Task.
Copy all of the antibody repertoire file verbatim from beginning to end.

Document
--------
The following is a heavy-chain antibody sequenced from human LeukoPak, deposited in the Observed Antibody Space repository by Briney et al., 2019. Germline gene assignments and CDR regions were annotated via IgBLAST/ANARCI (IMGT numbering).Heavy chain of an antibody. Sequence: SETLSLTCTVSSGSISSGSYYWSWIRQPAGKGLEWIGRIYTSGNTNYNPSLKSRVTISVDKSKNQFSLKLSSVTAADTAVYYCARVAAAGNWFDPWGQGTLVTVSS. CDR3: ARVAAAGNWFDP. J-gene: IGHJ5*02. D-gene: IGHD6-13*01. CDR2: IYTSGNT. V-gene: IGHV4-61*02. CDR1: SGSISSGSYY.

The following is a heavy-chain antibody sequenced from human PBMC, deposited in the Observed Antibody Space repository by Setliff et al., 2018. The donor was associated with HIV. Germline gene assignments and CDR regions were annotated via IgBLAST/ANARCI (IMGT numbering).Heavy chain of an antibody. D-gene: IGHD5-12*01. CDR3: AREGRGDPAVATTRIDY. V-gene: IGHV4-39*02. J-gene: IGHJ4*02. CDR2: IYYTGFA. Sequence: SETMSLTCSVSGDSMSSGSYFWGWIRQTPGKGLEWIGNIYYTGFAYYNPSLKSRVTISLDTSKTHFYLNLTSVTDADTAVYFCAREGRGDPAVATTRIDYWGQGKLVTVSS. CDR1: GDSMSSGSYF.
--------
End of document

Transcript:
The following is a heavy-chain antibody sequenced from human LeukoPak, deposited in the Observed Antibody Space repository by Briney et al., 2019. Germline gene assignments and CDR regions were annotated via IgBLAST/ANARCI (IMGT numbering).Heavy chain of an antibody. Sequence: SETLSLTCTVSSGSISSGSYYWSWIRQPAGKGLEWIGRIYTSGNTNYNPSLKSRVTISVDKSKNQFSLKLSSVTAADTAVYYCARVAAAGNWFDPWGQGTLVTVSS. CDR3: ARVAAAGNWFDP. J-gene: IGHJ5*02. D-gene: IGHD6-13*01. CDR2: IYTSGNT. V-gene: IGHV4-61*02. CDR1: SGSISSGSYY.

The following is a heavy-chain antibody sequenced from human PBMC, deposited in the Observed Antibody Space repository by Setliff et al., 2018. The donor was associated with HIV. Germline gene assignments and CDR regions were annotated via IgBLAST/ANARCI (IMGT numbering).Heavy chain of an antibody. D-gene: IGHD5-12*01. CDR3: AREGRGDPAVATTRIDY. V-gene: IGHV4-39*02. J-gene: IGHJ4*02. CDR2: IYYTGFA. Sequence: SETMSLTCSVSGDSMSSGSYFWGWIRQTPGKGLEWIGNIYYTGFAYYNPSLKSRVTISLDTSKTHFYLNLTSVTDADTAVYFCAREGRGDPAVATTRIDYWGQGKLVTVSS. CDR1: GDSMSSGSYF.